To get our economy moving again and get unemployed Americans back to work, we need our small businesses creating jobs at massive scale. In an increasingly digital economy, broadband Internet offers big opportunities for small businesses to gain new customers and revenue through online marketing, and reduce costs through cloud- based services. To maximize the benefits of being online, small businesses need to avoid the pitfalls – most notably, the threat of online attacks. The good news: there are straightforward steps small businesses can take to protect themselves.
By almost any measure small businesses have an outsized impact on our economy. Small businesses employ more than half of all private sector workers and they have generated about two-thirds of net new jobs over the past fifteen years. Small businesses drive innovation, are responsible for many breakthroughs, and small businesses produce thirteen times more patents per employee than large ones.
According to a new survey released in October, 2011 by Symantec and the National Cybersecurity Alliance, two-thirds of U.S. small businesses rely on broadband Internet for their day-to-day operations. Broadband connectivity and online business tools enable small businesses to reach millions of customers though the online marketplace, driving new sales. And broadband-enabled cloud-based services allow small businesses to manage their operations more efficiently, lowering costs. Higher sales and lower costs equal more small business profit, which they can and will reinvest in their businesses, resulting in job creation.
We know that the benefits of information technology and high-speed Internet are real, but so are the security challenges. The Symantec survey also found that 85 percent of small businesses think their companies are cyber-secure, but barely half of these businesses actually have a cybersecurity strategy or plan in place and nearly 80 percent say they lack a written Internet security policy.
A recent study found that American small businesses lose billions annually to threats like intellectual property theft, hacking, viruses, or spyware. The cost of each individual cyber attack to small- and medium-sized businesses averages about $200,000. What’s more, statistics show that roughly 60% of small businesses will close within six months of a cyber attack. According to the Norton Cybercrime Report, the total cost of cyber crime to consumers and small business owners alike is greater than $114 billion annually.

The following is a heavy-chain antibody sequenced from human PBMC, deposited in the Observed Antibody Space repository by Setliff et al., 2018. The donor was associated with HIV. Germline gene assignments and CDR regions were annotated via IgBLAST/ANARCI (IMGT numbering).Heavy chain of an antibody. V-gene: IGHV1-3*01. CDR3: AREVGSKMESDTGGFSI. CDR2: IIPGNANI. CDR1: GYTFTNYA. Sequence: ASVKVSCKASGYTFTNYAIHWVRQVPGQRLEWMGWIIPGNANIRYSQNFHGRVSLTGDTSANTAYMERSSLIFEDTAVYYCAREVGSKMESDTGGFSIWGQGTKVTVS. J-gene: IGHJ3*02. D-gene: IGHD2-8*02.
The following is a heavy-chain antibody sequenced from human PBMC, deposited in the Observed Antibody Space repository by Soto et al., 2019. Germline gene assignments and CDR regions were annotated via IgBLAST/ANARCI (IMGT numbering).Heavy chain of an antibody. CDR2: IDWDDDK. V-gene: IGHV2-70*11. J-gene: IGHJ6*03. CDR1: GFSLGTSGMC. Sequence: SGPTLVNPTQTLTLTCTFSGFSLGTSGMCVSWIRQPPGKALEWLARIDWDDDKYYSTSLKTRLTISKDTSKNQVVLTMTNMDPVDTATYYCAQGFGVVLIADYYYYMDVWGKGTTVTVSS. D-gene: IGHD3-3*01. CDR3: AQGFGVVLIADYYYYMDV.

With larger companies increasing their online defenses, small businesses are now the low hanging fruit for cyber criminals. And too many businesses are unknowingly leaving the virtual doors unlocked and the keys in the car.
It’s vital that small businesses take the necessary steps – generally simple steps – to increase their protection against cyber threats.
What should small business owners do? For starters, they should:
- Make sure that Wi-Fi routers are secure and password protected;
- Regularly change passwords;
- Install anti-virus and provide firewall security for your Internet connection;
- Download and install software updates for your operating systems and applications as they become available;
- Train employees on security principles, such as protecting sensitive information and not clicking on email attachments or links from untrustworthy sources; and
- Do not plug an unknowns USB thumb drive into your computer
Earlier this year, the FCC and a coalition of public and private-sector partners developed a cybersecurity tip sheet, which includes these and other tips to educate business owners about basic steps they can take immediately to protect their companies.
Today, as part of an unprecedented collaboration with government experts and private IT and security companies, the FCC is releasing the Small Biz Cyber Planner, a new easy-to-use online tool to help small businesses customize their own cybersecurity defenses. The online tool is available atwww.fcc.gov/cyberplanner.
This tool will be of particular value for businesses that lack the resources to hire a dedicated staff member to protect themselves from cyber-threats. Even a business with one computer or one credit card swiper can benefit from this important guidance.
Also starting this month, Hewlett Packard is distributing the FCC’s cybersecurity tip sheet through its HP.com Security Center, its small business newsletter, and via the HP Support Assistant, an application pre-installed on most HP PC’s. This distribution by Hewlett Packard will reach millions of small business owners.
The stakes are high, so we all must heed the “Stop. Think. Connect.” message of the national cybersecurity awareness campaign. But with government and the private sector working together, we can overcome our cybersecurity challenges and help ensure that U.S. small businesses become and even more powerful engine of economic growth and job creation.
Julius Genachowski: Since being sworn in as Chairman of the Federal Communications Commission in June 2009, Julius Genachowski has focused the agency on digital communications, particularly wired and wireless broadband — pursuing policies to promote investment, unleash innovation, and empower consumers. Under his leadership, the FCC developed and is implementing the National Broadband Plan, an ambitious strategy to harness the opportunities of high-speed Internet, and promote U.S. global competitiveness.
Prior to his FCC appointment, Genachowski spent more than a decade working in the technology and media industries as an executive, investor, and board member. He was Chief of Business Operations and, before that, General Counsel at IAC/InterActiveCorp; Special Advisor at the private equity firm General Atlantic; and co-founded the technology incubator LaunchBox Digital.
A son of immigrants, Genachowski is married to Rachel Goslins and has three children.